Jan 26th 2004
- Be persuasive: It's hard to force your boss to increase your compensation, and trying to do so can potentially damage your working relationship. On the other hand, it's much easier to persuade him that it might benefit the organization to pay you more, and that doing so will likely improve the way you deal with each other going forward.
- Aim high, and be realistic: Many researchers have found a strong correlation between people's aspirations and the results they achieve in negotiation. At the same time, you want to suggest ideas to which your boss can realistically say yes.
- Start off with the right tone: To be persuasive, you want to let your boss know that you will listen and seek to understand his views. At the same time, you expect your boss to do the same for you, so you can work together to address this issue. Avoid ultimatums, threats and other coercive behavior.
- Clarify your interests: Your compensation should satisfy a range of needs, not just salary. Make sure you have thought about other types of compensation that would be valuable as well -- like profit sharing, stock options that vest immediately, a bonus, greater work responsibilities, a quicker promotion schedule, increased vacation or flexible hours.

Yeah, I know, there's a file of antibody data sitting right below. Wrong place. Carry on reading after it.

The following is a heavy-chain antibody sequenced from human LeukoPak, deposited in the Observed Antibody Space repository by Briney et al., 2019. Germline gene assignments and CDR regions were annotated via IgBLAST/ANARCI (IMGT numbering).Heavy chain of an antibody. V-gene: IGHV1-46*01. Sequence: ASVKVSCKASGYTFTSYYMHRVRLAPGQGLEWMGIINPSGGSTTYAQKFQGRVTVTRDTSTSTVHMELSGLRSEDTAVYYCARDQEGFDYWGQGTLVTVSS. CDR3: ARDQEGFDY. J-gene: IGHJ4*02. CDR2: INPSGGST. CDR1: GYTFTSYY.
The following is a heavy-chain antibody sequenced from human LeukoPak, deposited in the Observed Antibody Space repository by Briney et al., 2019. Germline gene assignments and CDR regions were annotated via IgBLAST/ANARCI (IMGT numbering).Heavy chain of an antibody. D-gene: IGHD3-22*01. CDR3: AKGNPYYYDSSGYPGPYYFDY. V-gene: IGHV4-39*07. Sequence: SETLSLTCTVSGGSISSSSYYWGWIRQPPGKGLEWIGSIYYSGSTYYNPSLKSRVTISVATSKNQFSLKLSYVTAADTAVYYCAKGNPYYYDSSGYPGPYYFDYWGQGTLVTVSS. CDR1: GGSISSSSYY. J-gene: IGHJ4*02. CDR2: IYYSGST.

- Anticipate their interests: Just like you, your boss has needs and concerns of his own. To persuade him to say yes, your ideas will have to address those interests.
- Create several options: Joint brainstorming is the most effective way to find ideas that satisfy everyone's interests. Brainstorming works best when you separate it from commitment -- first create possible solutions, then decide among them.
- Focus on objective criteria: It is far easier to persuade someone to agree with your proposal if he sees how that proposal is firmly grounded on objective criteria, such as what similar firms pay people of like experience, or what others in the firm make.
- Think through your alternatives: In case you cannot persuade your boss to say yes, you need to have a plan B to satisfy your interests. Part of preparation is creating a specific action plan so that you know what you'll do if you have to walk away from the table.
- Prepare thoughtfully to achieve your goals: This is the only aspect of your negotiations you can completely control. To take advantage of all the above advice, you have to invest a significant amount of your time and energy.
- Review to learn: The only way you can really improve your ability to negotiate is to explicitly learn from your experiences. After you finish negotiations, reflect on what you did that worked well, and what you might want to do differently.